One of Marshall’s announcements at this year’s NAMM show is the Silver Jubilee Reissue:
The Silver Jubilee Series was created in 1987 to celebrate the 25th anniversary of the founding of Marshall Amplification and the 50th year of Jim Marshall being in the music business, hence the Silver Jubilee’s original ’25/50′ designation.The limited edition all-valve Silver Jubilee amplifiers looked stunning in silver vinyl covering with chrome-plated control panel.
Based on JCM800 2203 and 2204 Master Volume models, the Jubilee amplifiers were the first Marshall products with Pentode/Triode switching, which halves power output.
The Jubilee Series featured an innovative, if somewhat unusual, preamp circuit which had three gain ‘modes’: ‘Clean’, Rhythm Clip, and footswitchable Lead Channel.
The Bass, Middle, Treble & Presence controls, although shared between channels, were re-designed and offered more tonal variation than any other Marshall product had before.
The 100 Watt 2555 Jubilee head caused a sensation when it was launched in January 1987 and, because it was produced only during the anniversary year, it has since become a collector’s piece. But perhaps the real reason the 2555 acquired legendary status is because of the playing public, who took it to their hearts.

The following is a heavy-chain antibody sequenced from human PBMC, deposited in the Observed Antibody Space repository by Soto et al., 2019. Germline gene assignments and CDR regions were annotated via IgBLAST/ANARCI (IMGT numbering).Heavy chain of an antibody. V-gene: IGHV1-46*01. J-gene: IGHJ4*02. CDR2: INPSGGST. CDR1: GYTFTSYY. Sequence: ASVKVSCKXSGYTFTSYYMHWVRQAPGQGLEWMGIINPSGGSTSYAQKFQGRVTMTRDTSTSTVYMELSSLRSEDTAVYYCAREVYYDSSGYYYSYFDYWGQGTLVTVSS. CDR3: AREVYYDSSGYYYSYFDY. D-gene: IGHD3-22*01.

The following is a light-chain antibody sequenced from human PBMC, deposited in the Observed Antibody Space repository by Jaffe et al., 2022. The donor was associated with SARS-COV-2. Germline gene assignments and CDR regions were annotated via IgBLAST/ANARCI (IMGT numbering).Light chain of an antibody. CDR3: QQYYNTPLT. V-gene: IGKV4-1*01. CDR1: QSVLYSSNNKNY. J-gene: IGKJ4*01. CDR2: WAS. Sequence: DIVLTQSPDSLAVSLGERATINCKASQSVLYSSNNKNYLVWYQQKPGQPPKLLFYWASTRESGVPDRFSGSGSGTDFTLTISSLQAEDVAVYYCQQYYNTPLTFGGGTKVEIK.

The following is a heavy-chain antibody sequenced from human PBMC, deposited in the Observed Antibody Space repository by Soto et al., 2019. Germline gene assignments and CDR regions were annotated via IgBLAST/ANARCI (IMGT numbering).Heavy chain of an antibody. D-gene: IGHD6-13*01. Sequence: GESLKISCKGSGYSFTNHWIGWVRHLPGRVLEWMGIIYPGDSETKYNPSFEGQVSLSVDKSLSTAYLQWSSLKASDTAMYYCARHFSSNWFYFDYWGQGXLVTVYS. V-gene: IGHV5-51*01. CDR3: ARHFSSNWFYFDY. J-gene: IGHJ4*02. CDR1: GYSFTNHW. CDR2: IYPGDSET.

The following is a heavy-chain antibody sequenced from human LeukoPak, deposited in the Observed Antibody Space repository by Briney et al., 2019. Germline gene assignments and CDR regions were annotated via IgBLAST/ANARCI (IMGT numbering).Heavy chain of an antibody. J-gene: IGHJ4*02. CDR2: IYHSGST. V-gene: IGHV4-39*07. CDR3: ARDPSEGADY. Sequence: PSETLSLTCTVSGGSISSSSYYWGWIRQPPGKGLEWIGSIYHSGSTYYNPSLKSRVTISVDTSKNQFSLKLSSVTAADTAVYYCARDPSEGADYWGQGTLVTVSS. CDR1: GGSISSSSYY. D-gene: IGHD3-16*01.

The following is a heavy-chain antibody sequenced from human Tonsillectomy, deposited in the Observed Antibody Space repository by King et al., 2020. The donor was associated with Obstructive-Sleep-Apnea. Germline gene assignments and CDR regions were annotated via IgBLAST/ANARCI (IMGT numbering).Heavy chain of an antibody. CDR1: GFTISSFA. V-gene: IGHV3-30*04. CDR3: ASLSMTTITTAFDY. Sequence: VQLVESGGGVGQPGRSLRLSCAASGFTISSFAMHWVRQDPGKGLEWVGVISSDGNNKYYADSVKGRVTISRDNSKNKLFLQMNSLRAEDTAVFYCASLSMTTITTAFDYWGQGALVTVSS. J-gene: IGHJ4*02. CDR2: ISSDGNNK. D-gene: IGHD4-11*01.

The 2555 was one of our most successful products out-right, and since it was discontinued in 1988 one of the most common questions we have been asked is, “when are you going to re-issue the 2555 Silver Jubilee?” So, by popular demand, we have created the 2555X, which is a modern re-issue of the 2555, with the same sonic characteristics and functionality.
There have been some feature improvements made to the 2555X. On the back panel the original 2555 had two speaker output jacks and a rather awkward Output Impedance Selector. For easier operation the 2555X has no selector and instead has five speaker output jacks ranging from 16 Ohm to 4 Ohm. We have also removed the Mains Voltage Selector from the back panel, as each 2555X amplifier is fixed to match the mains voltage of each country.
There are also some minor cosmetic differences between the 2555 and the 2555X: on the 2555X the handle end-caps are silver metal instead of black, the input jack nut is chrome instead of black plastic, and the Mains & Standby switches look slightly different to the ones on the 2555, as the originals are no longer produced.
I have no need for a full-size Marshall stack, but if I did, this would definitely be on the list to check out. Here’s a demo of the amp by Marshall: